A Day to Remember is pissed off. This probably doesn’t come as too much of a surprise, since the band has made a massive career off of the angry chugga-chugga breakdowns and ambiguously aggressive lyrics that have come to define what is currently considered the metalcore genre. In a lot of ways, A Day to Remember helped shape and mold that very formula that has been carbon copied relentlessly.
But this time, it’s different. This time, A Day to Remember is pissed off for all of the right reasons. This time it feels genuine.
That’s not to say that they weren’t somehow genuine or honest in the past, but there’s only so many “Nobody takes us seriously!” and “Everyone is against us!” songs that one can handle from a band that an outrageous number of people seem to love. If a messy lawsuit with their label, Victory Records, and the real possibility of the band’s career dissolving before their eyes is what it took to light a fire under the Ocala, Fla. band, then so be it.
What resulted from the fallout is the best album of the band’s career.
Common Courtesy is surely an A Day to Remember album and it doesn’t reinvent the wheel. What it does do is add a touch of authenticity, a dash of aggressive motive and a lot of maturity to an act that could have easily gone stale. Instead, the band produced an extremely focused and diverse album that will not only please their current fan base, but win over a few of the rest of us in the process.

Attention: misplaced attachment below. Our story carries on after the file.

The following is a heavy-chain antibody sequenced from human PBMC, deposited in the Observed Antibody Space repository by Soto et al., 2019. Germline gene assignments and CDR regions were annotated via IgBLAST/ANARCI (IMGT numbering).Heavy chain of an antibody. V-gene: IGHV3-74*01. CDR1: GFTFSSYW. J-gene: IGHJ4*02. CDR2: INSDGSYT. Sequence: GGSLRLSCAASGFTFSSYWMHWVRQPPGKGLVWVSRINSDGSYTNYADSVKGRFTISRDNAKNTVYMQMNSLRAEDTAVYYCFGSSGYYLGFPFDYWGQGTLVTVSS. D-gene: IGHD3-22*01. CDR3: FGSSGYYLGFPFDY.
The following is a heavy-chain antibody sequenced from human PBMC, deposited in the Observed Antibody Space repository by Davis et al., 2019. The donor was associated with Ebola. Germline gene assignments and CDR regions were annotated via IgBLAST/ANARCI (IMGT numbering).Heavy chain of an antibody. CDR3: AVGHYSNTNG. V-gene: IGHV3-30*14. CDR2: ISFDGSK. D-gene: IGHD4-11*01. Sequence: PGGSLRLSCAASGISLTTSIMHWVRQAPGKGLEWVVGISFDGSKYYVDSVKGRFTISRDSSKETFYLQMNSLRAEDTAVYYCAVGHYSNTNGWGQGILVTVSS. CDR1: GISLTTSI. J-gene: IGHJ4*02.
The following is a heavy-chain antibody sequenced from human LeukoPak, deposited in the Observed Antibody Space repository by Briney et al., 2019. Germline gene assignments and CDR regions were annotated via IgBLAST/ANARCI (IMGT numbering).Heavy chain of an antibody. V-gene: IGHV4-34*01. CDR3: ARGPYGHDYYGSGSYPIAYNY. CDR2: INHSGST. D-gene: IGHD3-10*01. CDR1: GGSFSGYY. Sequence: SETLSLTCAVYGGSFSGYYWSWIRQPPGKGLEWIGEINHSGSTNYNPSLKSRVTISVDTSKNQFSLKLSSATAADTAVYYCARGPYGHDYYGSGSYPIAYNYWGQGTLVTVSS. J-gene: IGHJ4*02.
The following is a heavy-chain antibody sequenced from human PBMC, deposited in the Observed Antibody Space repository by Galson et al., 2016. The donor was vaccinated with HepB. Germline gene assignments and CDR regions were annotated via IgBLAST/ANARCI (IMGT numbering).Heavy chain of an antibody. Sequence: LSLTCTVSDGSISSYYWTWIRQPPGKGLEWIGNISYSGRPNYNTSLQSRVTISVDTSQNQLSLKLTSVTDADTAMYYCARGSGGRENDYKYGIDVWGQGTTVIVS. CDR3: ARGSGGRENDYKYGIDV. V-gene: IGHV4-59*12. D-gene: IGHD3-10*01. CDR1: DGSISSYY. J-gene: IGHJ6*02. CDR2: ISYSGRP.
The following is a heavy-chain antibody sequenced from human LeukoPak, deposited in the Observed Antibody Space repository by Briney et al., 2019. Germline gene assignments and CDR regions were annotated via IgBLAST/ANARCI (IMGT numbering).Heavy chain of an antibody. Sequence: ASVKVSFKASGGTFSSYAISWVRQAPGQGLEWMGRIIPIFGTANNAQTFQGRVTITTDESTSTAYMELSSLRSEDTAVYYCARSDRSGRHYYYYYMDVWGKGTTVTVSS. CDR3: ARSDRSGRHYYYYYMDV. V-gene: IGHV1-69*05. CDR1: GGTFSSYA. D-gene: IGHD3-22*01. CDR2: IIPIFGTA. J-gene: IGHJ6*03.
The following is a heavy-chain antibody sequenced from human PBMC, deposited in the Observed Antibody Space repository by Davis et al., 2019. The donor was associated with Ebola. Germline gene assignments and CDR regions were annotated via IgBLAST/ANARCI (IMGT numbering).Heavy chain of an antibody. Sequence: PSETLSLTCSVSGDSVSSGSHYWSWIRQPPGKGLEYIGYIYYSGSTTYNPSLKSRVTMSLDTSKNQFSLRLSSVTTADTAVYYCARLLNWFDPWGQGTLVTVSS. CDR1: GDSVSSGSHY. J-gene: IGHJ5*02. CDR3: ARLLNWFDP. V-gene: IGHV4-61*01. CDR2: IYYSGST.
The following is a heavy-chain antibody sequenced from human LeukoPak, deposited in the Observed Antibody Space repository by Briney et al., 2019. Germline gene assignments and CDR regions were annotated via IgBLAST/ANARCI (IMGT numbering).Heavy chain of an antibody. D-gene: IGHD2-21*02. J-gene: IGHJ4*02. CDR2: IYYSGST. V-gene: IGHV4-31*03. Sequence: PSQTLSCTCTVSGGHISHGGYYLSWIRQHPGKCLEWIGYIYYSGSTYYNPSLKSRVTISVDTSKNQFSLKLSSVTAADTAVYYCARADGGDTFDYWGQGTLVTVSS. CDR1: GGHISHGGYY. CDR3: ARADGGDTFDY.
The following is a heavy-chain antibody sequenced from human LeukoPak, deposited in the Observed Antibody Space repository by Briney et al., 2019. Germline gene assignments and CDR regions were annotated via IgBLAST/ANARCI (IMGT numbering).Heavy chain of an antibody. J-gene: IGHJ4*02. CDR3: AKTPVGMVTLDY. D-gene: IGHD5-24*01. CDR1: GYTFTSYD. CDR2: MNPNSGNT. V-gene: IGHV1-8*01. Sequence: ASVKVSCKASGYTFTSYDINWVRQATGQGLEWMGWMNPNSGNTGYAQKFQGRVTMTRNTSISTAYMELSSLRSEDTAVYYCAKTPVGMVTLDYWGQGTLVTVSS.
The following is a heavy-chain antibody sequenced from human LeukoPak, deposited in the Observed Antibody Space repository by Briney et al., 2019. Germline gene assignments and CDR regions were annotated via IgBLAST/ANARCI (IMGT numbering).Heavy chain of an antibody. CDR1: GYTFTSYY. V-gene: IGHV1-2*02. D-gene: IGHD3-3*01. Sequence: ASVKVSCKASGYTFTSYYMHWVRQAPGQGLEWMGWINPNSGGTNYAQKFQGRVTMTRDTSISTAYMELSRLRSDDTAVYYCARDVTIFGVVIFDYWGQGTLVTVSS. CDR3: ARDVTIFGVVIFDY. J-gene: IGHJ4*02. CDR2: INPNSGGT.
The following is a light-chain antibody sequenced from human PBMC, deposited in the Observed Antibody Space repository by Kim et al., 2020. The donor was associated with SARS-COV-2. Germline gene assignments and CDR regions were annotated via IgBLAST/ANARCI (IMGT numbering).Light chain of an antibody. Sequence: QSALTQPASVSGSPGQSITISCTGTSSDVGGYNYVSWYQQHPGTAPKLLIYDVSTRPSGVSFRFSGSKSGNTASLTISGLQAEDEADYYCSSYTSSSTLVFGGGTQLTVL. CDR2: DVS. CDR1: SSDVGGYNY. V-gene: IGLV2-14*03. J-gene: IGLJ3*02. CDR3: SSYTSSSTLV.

Produced with the help of Andrew Wade and Chad Gilbert and released completely by themselves, Common Courtesy starts off with a full dose of the A Day to Remember sound you’re familiar with, turned to 11 and polished to near perfection. “City of Ocala” and “Right Back at it Again” are obvious choices to open the record, providing a punch of aggression and melody and even featuring the tongue-in-cheek humor the band seems to pull off so effortlessly.
The real treat begins during the quiet bridge in “Sometimes You’re the Hammer, Sometimes You’re the Nail”, when a suddenly somber and mature Jeremy McKinnon bears his struggles and fears. When McKinnon sings, “I reserve my right to be uncomfortable / I reserve my right to be afraid / I make mistakes and I am humbled / Every step of the way” it’s a welcome breath of fresh, honest air.
It doesn’t stop there. Tracks like “Best of Me” and “Life @ 11” allow McKinnon to reflect even further upon his doubts and uncertainties. The band even pulls off the elusive believable ballad with “I Surrender”, a track that throws the metalcore handbook out the window in favor of a truly appealing and listenable alt-rock song. In fact, the softer moments prove to be some of the best on Common Courtesy.
Not to worry, there’s still plenty of head-bangable tracks like “Life Lessons Learned the Hard Way” and “The Document Speaks for Itself” that allow the band to chug out the their feelings towards Victory Records and will surely be mosh pit favorites. The fact that these moments are confined and appropriate is proof enough that this band is expanding its palate and branching into new and welcome territory while not completely losing what made them appealing to so many in the first place.
It’s hard to be mad at A Day to Remember at this point. They fought the man and won (for the meantime), released their best album yet (by themselves, with little promotion and no physical copies) and managed to expand their sound in welcome and unexpected ways. Admit it. You enjoy Common Courtesy. As well you should. Let’s hope that there’s more where this came from.
by Kiel Hauck
Kiel Hauck is the editor in chief at It’s All Dead. Over the past decade, he has been a contributor for multiple online and print publications and was most recently an editor at PopMatters. Kiel currently resides in Indianapolis, IN with his wife and their imaginary pet, Hand Dog. You can follow him on Twitter.